The condition Lichen Planus

Lichen planus (LP) comes from the Greek word "leichen" = lichen; the flat LP spots resemble that.

Lichen planus is an inflammatory disease in which both skin and mucous membranes (especially mucous membranes of the mouth and genital area) may be affected. Due to the many manifestations of Lichen planus (hereafter referred to as LP), recognition of the condition is not always easy.

LP occurs in approximately 1% of the general population. It occurs most often in people between the ages of 40 and 60, but can also occur at younger or older ages. It is more common in women than in men (3:2) and there is a genetic predisposition (which does not mean it is hereditary). In about half of patients with LP of the skin, the mucous membranes are also affected. Conversely, about one-third of patients with LP of the mouth also have skin abnormalities. Usually LP is a one-time event, with symptoms disappearing over time and not recurring. About one in five people (20%) get LP for a second time. In some people, however, the condition remains very persistent. LP of the mouth in particular often persists for a long time. Then you have the chronic form.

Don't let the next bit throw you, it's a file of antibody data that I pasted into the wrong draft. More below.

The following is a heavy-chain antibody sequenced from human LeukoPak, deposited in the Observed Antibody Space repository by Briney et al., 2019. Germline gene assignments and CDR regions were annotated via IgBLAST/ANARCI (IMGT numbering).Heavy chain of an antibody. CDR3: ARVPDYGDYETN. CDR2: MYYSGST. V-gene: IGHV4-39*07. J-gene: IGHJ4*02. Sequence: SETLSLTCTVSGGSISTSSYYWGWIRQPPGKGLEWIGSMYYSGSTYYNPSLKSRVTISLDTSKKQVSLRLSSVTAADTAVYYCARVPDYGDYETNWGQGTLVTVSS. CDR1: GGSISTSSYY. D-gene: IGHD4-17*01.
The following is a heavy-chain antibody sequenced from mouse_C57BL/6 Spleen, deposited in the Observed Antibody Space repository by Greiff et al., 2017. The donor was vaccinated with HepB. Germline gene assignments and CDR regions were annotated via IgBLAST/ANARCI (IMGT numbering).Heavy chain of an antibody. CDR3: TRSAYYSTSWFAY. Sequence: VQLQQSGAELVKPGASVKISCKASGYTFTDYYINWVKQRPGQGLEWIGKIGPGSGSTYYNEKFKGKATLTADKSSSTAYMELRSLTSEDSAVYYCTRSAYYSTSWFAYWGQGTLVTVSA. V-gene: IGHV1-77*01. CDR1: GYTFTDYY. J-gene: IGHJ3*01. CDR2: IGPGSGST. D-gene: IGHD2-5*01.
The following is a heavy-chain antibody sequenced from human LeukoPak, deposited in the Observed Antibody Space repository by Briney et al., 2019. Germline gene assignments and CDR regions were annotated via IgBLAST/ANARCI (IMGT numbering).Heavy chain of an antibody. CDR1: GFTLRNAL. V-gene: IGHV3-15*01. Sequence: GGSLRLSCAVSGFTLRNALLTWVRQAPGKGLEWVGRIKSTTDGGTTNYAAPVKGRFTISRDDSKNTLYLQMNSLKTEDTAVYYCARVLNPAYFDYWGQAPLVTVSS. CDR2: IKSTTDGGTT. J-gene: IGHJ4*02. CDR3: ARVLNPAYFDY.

LP occurs on the skin, scalp skin and nails. In addition, mucous membranes can be affected by LP. It has been described in the mouth on lips, in the esophagus, bladder, nose, vulva, vagina, penis, anus, and on the mucous membrane along the inside of the eyelids. Typical of lichen planus is the so-called Koebner phenomenon: at the site of a skin damage (a scratch, for example) a new lichen planus spot develops.

Lichen Planus